- boundaries between species
- boundaries between materials
- volatile matter
- changing forms
- spiritual bodies
- transforming saints
- vulnerable bodies
- death, illness, injury
- medical transformations
- bodily miracles
- translating bodies
- bodies in text and image
- allegory and symbolism
- transforming meaning
Please submit abstracts of 250 words to firstname.lastname@example.org by 15 December, 2016.
Organisers: Liam Lewis Jane Sinnett-Smith (Email: email@example.com)
OFFENSIVE SHAKESPEARE CONFERENCE
Northumbria University, 24 May 2017
Sponsored by The British Shakespeare Association
- Professor Douglas Lanier (University of New Hampshire)
- Dr Peter Kirwan (Nottingham University)
Outrage as BBC bosses “use Shakespeare to push pro-immigration agenda”
This was a headline in The Daily Express on 25 April 2016, after the BBC included what has become known as the ‘Immigration Speech’ from Sir Thomas More in a programme celebrating the 400th anniversary of Shakespeare’s death. From Thomas and Henrietta Bowdler expurgating ‘inappropriate’ passages from their Family Shakespeare, through Jewish campaigns in the early 20th Century to remove The Merchant of Venice from American classrooms, to the recent ‘outrage’, people have been offended by what Shakespeare wrote or by the uses to which others have put him. But what is it that offends us and how do we deal with it? What makes Shakespeare and his appropriations such a sensitive issue?
This conference seeks to answer these questions by examining the following and related areas:
- Case studies of individuals or groups taking offence at Shakespeare’s texts.
- Examples of Shakespearean rewritings aimed to address ‘offensive’ issues.
- Shakespearean plays or performances which have been banned, censored, or campaigned against.
- Debates around including or removing Shakespeare from educational curricula, and/or making the study of his work mandatory.
- Appropriations of Shakespeare by anti-democratic, repressive movements (e.g. ‘Nazi Shakespeare’, ‘racist Shakespeare’).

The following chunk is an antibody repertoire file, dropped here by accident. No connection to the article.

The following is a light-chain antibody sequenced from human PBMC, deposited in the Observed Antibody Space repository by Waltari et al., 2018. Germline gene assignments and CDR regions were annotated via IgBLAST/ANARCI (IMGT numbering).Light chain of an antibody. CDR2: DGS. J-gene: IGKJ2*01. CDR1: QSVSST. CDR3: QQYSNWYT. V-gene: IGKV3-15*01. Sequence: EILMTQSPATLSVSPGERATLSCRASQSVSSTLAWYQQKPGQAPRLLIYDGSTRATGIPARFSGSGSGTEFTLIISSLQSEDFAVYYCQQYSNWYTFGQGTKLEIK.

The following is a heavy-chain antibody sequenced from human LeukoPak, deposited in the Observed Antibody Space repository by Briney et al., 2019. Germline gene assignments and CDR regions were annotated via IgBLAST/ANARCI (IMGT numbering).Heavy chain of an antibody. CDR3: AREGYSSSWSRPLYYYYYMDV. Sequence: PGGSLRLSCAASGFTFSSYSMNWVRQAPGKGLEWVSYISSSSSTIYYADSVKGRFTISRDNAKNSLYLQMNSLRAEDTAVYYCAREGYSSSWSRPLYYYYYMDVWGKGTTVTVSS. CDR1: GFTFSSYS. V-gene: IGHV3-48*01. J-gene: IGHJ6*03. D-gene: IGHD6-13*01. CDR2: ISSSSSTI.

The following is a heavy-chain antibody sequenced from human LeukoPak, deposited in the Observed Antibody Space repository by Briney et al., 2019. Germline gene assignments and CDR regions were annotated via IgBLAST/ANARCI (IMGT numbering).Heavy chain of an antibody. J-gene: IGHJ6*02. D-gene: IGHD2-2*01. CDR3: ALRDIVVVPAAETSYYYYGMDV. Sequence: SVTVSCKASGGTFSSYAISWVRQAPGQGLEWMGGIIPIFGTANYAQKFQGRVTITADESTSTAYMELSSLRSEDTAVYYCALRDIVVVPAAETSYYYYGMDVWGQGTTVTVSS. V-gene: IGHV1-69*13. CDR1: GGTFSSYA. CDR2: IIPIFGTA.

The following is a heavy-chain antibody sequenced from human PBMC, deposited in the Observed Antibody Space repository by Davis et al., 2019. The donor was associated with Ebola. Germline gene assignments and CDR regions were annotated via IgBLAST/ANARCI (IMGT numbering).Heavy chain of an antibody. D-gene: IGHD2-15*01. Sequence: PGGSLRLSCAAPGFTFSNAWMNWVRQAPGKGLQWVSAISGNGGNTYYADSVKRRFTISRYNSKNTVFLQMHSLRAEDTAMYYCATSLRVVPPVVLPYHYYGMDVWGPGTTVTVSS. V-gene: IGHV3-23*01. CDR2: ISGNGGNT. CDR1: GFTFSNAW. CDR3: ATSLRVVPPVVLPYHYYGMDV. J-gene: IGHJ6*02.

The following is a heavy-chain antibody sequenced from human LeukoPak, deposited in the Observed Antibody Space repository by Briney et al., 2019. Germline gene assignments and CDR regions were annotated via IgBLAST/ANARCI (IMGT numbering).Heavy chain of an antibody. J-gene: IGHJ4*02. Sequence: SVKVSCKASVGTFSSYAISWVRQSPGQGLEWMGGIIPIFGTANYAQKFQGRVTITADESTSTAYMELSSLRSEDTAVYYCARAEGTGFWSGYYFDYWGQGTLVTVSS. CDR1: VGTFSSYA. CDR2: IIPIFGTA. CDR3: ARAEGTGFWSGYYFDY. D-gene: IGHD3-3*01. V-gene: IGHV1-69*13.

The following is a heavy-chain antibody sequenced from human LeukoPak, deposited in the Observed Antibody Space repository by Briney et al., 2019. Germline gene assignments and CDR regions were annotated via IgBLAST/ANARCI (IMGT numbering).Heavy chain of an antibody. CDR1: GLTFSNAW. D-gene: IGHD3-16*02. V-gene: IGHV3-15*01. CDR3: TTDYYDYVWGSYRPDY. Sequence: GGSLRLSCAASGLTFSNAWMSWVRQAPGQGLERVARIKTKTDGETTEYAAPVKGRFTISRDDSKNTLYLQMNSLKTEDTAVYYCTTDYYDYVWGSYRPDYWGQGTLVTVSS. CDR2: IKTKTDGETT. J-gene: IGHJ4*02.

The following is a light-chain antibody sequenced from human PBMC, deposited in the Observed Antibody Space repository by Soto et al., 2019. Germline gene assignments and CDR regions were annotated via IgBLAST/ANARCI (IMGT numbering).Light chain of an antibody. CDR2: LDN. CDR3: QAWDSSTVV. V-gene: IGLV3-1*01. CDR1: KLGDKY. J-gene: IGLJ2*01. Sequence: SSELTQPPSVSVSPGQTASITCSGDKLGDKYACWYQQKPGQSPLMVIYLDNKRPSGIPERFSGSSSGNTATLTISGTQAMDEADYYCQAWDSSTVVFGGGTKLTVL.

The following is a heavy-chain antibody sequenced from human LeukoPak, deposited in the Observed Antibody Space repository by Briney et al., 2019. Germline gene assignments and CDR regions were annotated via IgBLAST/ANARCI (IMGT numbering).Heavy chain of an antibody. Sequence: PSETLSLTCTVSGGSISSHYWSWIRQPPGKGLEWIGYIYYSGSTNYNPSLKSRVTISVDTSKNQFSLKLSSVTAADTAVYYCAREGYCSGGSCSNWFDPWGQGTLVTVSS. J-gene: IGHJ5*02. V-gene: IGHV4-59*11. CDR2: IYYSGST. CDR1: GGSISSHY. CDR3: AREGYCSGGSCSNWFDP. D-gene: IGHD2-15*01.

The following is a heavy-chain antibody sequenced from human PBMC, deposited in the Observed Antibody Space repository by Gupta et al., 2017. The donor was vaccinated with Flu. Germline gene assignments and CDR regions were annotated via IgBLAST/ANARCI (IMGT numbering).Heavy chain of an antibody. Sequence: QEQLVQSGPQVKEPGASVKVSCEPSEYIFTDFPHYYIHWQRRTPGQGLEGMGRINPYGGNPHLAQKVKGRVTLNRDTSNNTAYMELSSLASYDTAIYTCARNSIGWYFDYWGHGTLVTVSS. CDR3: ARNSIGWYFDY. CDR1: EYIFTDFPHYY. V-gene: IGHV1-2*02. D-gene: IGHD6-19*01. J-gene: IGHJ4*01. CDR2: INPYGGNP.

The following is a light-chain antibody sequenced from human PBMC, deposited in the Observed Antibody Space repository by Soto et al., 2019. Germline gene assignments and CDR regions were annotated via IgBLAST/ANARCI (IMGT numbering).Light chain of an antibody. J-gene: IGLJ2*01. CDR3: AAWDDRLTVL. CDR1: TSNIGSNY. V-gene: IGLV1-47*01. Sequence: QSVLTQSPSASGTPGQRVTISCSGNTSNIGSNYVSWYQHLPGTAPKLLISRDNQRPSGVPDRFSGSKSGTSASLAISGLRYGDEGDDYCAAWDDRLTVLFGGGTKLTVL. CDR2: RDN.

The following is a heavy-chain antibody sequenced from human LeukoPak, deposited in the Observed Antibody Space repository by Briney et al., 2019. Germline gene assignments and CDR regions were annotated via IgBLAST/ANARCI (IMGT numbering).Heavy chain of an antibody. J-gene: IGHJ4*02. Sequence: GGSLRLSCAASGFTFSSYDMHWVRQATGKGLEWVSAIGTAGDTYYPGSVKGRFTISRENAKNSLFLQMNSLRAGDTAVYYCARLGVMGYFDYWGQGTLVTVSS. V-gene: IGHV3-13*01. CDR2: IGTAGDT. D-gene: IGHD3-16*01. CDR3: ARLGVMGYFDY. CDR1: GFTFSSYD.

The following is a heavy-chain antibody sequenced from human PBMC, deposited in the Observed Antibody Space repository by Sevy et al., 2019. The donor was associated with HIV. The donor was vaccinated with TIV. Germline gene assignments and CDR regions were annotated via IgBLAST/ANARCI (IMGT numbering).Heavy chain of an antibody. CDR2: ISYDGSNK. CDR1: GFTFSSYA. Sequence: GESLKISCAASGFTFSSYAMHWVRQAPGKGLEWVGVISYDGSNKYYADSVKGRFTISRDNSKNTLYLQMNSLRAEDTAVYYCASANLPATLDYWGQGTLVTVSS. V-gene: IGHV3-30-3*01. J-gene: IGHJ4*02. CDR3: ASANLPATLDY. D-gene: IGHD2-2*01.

- Iconoclastic uses of Shakespeare, going against established orthodoxies.
- Adaptations of Shakespeare into popular genres or idioms (charges of ‘dumbing down’).
- The ways to tackle plays which include passages offensive to current moral, ethical, or political sensibilities (e.g. The Taming of the Shrew, Othello, The Merchant of Venice).
- Issues surrounding studying and teaching Shakespeare without giving offence in the era of ‘trigger warnings’.
- Uses of Shakespeare in propaganda, inflammatory speeches and/or heated political debates.
- Authorship controversies.
Online Booking is now available: https://www.northumbria.ac.uk/onlinepayments/fadsscnf20/?view=page3
- Full Delegate Fee: £30
- Postgraduate Student and Unwaged Fee: £15
Thanks to a generous grant from the British Shakespeare Association, we are able to offer two bursaries of £75 each to assist postgraduate students with the costs of attending the conference. Please, email the organisers if you would like to apply for one of these.
DISBELIEF: FROM THE RENAISSANCE TO ROMANTICISM
Eötvös Loránd University, Budapest, Hungary, 25-27 May 2017
Keynote speakers: Péter Dávidházi (Eötvös Loránd University, Hungary),Nicholas Halmi (The University of Oxford, UK), Ágnes Péter (Eötvös Loránd University, Hungary), Tzachi Zamir (The Hebrew University of Jerusalem, Israel).
We call for papers that address the issue of disbelief between “the Renaissance” (the Early Modern English period) and the end of “Romanticism”, both terms taken in the broadest possible sense. By choosing the negative, rather than the positive attitude as the pivotal notion of our conference, we would like to direct attention to the inner tensions and struggles that have so often characterised processes in which human beings are able to accept that somebody or something is true or real and to have faith in somebody or something. We encourage participants to track down the historical, political, religious, ethical, metaphysical, and aesthetic implications of disbelief as they filter through literary and cultural production in the above period. What are the consequences of disbelief for the real, the imaginary, the fictional, the ordinary, the extraordinary, the uncanny – for what it means to be human?
Conference presentations should take 30 minutes, followed by a 10 minute-long slot for discussions. The language of the conference is English and abstracts sent in through the application menu of the conference website should not exceed 200 words.